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Willis Wu doesn't perceive himself as a protagonist even in his own life: He's merely Generic Asian man. Sometimes he gets to be Background Oriental Making a Weird Face or even Disgraced Son, but he is always relegated to a prop. He dreams of being Kung Fu Guy-the most respected role that anyone who looks like him can attain. At least that's what he has been told, time and time again.…mehr

Produktbeschreibung
Willis Wu doesn't perceive himself as a protagonist even in his own life: He's merely Generic Asian man. Sometimes he gets to be Background Oriental Making a Weird Face or even Disgraced Son, but he is always relegated to a prop. He dreams of being Kung Fu Guy-the most respected role that anyone who looks like him can attain. At least that's what he has been told, time and time again.
  • Produktdetails
  • Verlag: Europa Editions
  • Seitenzahl: 288
  • Erscheinungstermin: 5. November 2020
  • Englisch
  • Abmessung: 211mm x 134mm x 27mm
  • Gewicht: 285g
  • ISBN-13: 9781787702578
  • ISBN-10: 178770257X
  • Artikelnr.: 59986592
Inhaltsangabe
ACT I
GENERIC ASIAN MAN
ACT II
INT. GOLDEN PALACE
ACT III
ETHNIC RECURRING
ACT IV
STRIVING IMMIGRANT
ACT V
KUNG FU DAD
ACT VI
THE CASE OF THE MISSING ASIAN
ACT VII
EXT. CHINATOWN
Rezensionen
ONE OF THE BEST BOOKS OF THE YEAR:
THE NEW YORKER NPR TIME THE WASHINGTON POST THE ATLANTIC VANITY FAIR VULTURE THRILLIST SHELF AWARENESS SOUTHERN LIVING INSIDEHOOK AMAZON KIRKUS REVIEWS THE NEW YORK PUBLIC LIBRARY THE CHICAGO PUBLIC LIBRARY

[A] sharply observed, darkly humorous evocation of the Asian American experience.
Entertainment Weekly

Satire at its best, a shattering and darkly comic send-up of racial stereotyping in Hollywood . . . presented, perfectly, in the sharply hewed format of a screenplay. . . . Peeling back caricatures to paint vivid individual portraits, Yu eviscerates generalizations with the devastatingly specific.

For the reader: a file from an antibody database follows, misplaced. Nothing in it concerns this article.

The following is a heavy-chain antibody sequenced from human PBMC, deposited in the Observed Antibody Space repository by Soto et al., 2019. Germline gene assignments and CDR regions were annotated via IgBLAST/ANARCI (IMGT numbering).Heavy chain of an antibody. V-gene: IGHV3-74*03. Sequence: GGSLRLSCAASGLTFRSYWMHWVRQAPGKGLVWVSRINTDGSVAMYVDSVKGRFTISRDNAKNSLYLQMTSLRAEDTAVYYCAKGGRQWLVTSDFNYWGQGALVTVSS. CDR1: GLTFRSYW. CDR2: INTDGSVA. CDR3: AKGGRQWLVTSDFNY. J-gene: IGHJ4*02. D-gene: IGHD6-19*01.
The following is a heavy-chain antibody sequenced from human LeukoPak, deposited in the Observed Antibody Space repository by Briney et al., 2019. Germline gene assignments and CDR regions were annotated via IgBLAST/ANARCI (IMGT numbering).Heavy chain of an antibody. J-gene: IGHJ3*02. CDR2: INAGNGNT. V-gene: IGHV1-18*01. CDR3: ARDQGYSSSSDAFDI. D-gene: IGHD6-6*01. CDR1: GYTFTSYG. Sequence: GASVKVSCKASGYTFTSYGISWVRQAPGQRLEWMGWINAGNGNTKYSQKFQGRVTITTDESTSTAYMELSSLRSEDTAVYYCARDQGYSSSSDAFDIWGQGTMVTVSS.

Vanity Fair

Bold, even groundbreaking. . . . Interior Chinatown solders together mordant wit and melancholic whimsy to produce a moving exploration of race and assimilation.
San Francisco Chronicle

Interior Chinatown . . . recalls the humorous and heartfelt short stories of George Saunders, the metafictional high jinks of Mark Leyner, and films like The Truman Show.
The New York Times

An inventive satire about racial stereotyping.
Maureen Corrigan, NPR

Meticulously crafted. . . . Yu tells us about ourselves with his haunting depictions of the immigrant experience, familial relationships, and the abiding desire to break from the pressures of conformity and live an authentic life.
Los Angeles Review of Books

Part novel, part screenplay, part screed, and part sociology, this National Book Award winner is always funny and pretty savage.
Vulture

Yu has a devilish good time poking fun at the racially blinkered ways of Hollywood. . . . [Interior Chinatown is] rollicking fun, and its reclamation of Asian American history, with all its attendant sorrows and hopes, holds out the possibility of a new, true story ahead.
New York Journal of Books

Honest, funny, sad, and necessary satire.
Thrillist

Like nothing you ve read before a moving and transportive work abounding with risks that pay off.
InsideHook

Passionate and clever. . . . A caustic, absurd, and endearing exploration of Asian American stereotypes, police procedurals, and the immigrant experience.
Shelf Awareness

A stunning novel about identity, race, societal expectations, and crippling anxiety told with humor and affection and a deep understanding of human nature.
The Washington Independent Review of Books

Conflates history, sociology, and ethnography with the timeless evils of racism, sexism, and elitism in a multigenerational epic that s both rollicking entertainment and scathing commentary.
Booklist (starred review)
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